IMF concerned over impact of higher oil prices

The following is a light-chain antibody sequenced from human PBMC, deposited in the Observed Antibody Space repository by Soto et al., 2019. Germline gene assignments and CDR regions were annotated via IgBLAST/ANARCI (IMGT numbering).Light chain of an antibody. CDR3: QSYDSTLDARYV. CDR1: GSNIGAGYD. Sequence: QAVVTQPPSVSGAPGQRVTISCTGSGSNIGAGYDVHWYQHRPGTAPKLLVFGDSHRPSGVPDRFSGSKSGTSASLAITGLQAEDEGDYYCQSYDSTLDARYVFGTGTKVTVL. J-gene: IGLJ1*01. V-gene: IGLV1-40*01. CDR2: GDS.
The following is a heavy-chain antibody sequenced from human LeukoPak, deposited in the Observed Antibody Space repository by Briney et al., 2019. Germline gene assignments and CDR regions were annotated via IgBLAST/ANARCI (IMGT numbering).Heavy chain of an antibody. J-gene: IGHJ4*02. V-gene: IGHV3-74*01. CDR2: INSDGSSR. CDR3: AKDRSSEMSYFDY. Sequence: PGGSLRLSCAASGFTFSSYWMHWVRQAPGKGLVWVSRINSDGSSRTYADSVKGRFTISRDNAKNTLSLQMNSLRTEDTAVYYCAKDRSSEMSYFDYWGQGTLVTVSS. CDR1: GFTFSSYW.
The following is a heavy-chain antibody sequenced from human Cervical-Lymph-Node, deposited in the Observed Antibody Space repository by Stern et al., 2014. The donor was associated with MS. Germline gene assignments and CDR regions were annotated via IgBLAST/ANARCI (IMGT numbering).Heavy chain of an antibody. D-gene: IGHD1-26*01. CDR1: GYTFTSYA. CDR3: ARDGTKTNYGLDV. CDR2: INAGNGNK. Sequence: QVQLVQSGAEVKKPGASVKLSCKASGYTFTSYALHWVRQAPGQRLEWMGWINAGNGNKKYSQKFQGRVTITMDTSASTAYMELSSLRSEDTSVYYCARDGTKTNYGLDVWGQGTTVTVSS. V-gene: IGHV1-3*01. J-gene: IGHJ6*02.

“Looking ahead, limited excess capacity in the oil sector is likely to persist well beyond 2006 and prices will continue to be susceptible to geopolitical events,” IMF said in its semiannual World Economic Outlook. IMF economists said to date higher oil prices have had a more moderate impact on the global economy than generally expected, in part because inflation has been held in check and much of the price runups have been driven by strong global demand. But looking forward, the IMF said it is worried the full effects of the recent surge in energy prices may not yet have been felt, especially if producers and consumers are still treating the spike as temporary rather than permanent. Helping to spur concern is the recent increase in “geopolitical uncertainties” in the Middle East, with options trading data suggesting a 15% chance that oil prices will spike above $80 per barrel by mid-2006, IMF said. Moreover, with prices increasingly being driven by supply concerns, such as China and India’s growing thirst for petroleum, the impact of higher oil prices may be greater than it has in the recent past, IMF said. To help cushion the impact of ever more volatile energy markets on world economies, IMF officials suggested that oil-producing countries, such as Saudi Arabia and Russia, eliminate obstacles to investment. They also called for a more equitable distribution of petrodollars so there is a suitable safety net for the poorest in oil-rich countries. Other suggestions included improving oil market data and strengthening conservation. The IMF report noted that ethanol, a frequently touted substitute to petroleum-based fuel is growing in popularity in many countries, including Brazil and the US, where fiscal incentives make it attractive. But economists cautioned the market is still in its infancy, given the need to ramp up a new infrastructure for the fuel and the vehicles. IMF economists also called on US officials to consider higher gasoline consumption taxes, noting the country now consumes a quarter of the world’s oil. That idea has typically been a political non-starter in Washington though, and this year will not likely be different given lawmakers are facing elections later this fall.